It's very important etymologically and so on. But in any case, one of the problems that the Jews who produced the Septuagint struggled with at the time of this translation is what Greek word can we use to render the Hebrew barit into the Greek language? Because the problem was, there wasn't any word that really matched the Hebrew term barit that is now translated by the English word covenant. Well, there were a couple of words that sort of competed, and the word that won the day was the Greek word diatheka, which is how the Septuagint translates barit and how for the most part diatheka is used in the New Testament to translate the Hebrew concept of covenant. And this is where we get some of that confusion between Old Covenant and Old Testament, New Covenant and New Testament, because the primary word for testament seems to be at least the word diatheka. But here's the problem. A testament in the Greek culture at least of that time had a couple of things that made it significantly different from the Old Testament concept of covenant.

The first thing was that in the Greek culture a diatheka, a testament, was something that could be changed at any time by the testator as long as the testator was still alive. The person could make up his last will and testament and get ticked off at his heirs and write them out of their will. I tell this to my kids all the time when they give me a hard time, you're out of the will. My son and I trade responsibilities for Pittsburgh Steeler games.

On one week I'm responsible for the Steelers to win, and then the next week he's responsible for the Steelers to win, and if the Steelers lose during his week, that's my customary response. There goes your inheritance, son. I mean, not much on the line here, just your inheritance, I've just written you out of the will. But we understand that, that that actually does happen, that people are disinherited, people are written out of people's will, but when God makes a covenant with His people, He can punish them for covenant breaking, but He never, ever destroys the covenant promises that He makes. That's why baptism is so important in the life of the church, because baptism is the covenant sign of the New Testament.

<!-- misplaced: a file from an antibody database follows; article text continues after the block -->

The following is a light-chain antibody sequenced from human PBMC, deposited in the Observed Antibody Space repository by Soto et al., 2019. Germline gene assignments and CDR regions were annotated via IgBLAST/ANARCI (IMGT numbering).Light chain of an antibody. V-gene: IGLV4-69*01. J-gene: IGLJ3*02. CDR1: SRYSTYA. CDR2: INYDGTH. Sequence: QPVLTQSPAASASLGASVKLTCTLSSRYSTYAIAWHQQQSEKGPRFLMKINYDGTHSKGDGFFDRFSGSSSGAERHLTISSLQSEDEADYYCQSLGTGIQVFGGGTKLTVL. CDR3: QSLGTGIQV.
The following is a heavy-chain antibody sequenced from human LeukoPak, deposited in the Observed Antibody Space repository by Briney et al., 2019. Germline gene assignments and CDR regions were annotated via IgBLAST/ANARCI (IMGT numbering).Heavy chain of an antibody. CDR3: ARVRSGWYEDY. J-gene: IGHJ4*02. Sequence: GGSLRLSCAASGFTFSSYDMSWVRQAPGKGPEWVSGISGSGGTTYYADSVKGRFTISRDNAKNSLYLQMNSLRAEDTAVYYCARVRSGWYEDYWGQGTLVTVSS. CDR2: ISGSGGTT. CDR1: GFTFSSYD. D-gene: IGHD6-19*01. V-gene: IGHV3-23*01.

We'll get into that more later, but I mean, that is where the promises of God for those who believe are made, and they're without repentance. And so, in this sense, the term dea theca is inadequate to translate the term berit. The second way in which it's impoverished is that the benefits of the testament or the dea theca don't accrue until after the testator dies. Well, obviously when God enters into covenants with people, people don't have to wait for God to die to inherit the blessings from that covenant because He's incapable of dying. So, with those two great weaknesses, you wonder why the Septuagint translators in the New Testament church chose the Greek word dea theca to translate the Hebrew berit. I may be telling you more than you want to know about this, but I think it has some significant elements for us, and the covenant concept among the Hebrews is not simply an agreement.

The concept of berit is an agreement plus. There is a plus, something added to the agreement, and that something that added is the divine promise, the divine sanction that rests ultimately on the integrity of God and on His sovereignty and not on our weaknesses as covenant partners, which is very important for us to understand the covenant promises of God. Now, the other word that was considered was cynotheke, and it has the prefix s-y-n, and you know that's the word that we see with synonym, syncretism, synchronization, and all of that, and that simply means with. And the idea of a cynotheke in the Greek culture was an agreement between equal partners, and the Hebrews would have none of that. They didn't want to use that as a translation of the term berit because they wanted to clearly maintain that the covenants that God makes with His people are made between a superior and a subordinate, not between two equal parties. And so that word was rejected, and they came back to the word deotheke because in its original use, before it developed in the Greek culture and as a word for testament, as I've said, it had reference to what is called the disposition for one's self.

A deotheke, I mean we call it later a will or a testament, has to do with an individual's disposition of his goods or property for himself. That is, it refers to his sovereign determining of to whom his estate will be given. And so that is an element that blends well with the Hebrew concept because here God chooses to give promises to whom He will give those promises. He makes a covenant with Abraham that He doesn't make with Hammurabi. He chooses the Jews.

He doesn't choose the Philistines. He enters into a covenant relationship with them and says, I will be your God and you will be my people. And that's a choice not that the Jews make but that God makes, and that indicates again that plus. So even though in the Greek word deotheke there is some confusion about its content in the Greek culture, it more than any other word in the language carries this notion of the plus that is so important to our understanding of the Hebrew notion of covenant. Now again, I'm giving you that by way of introduction as we look at the various covenants of Scripture.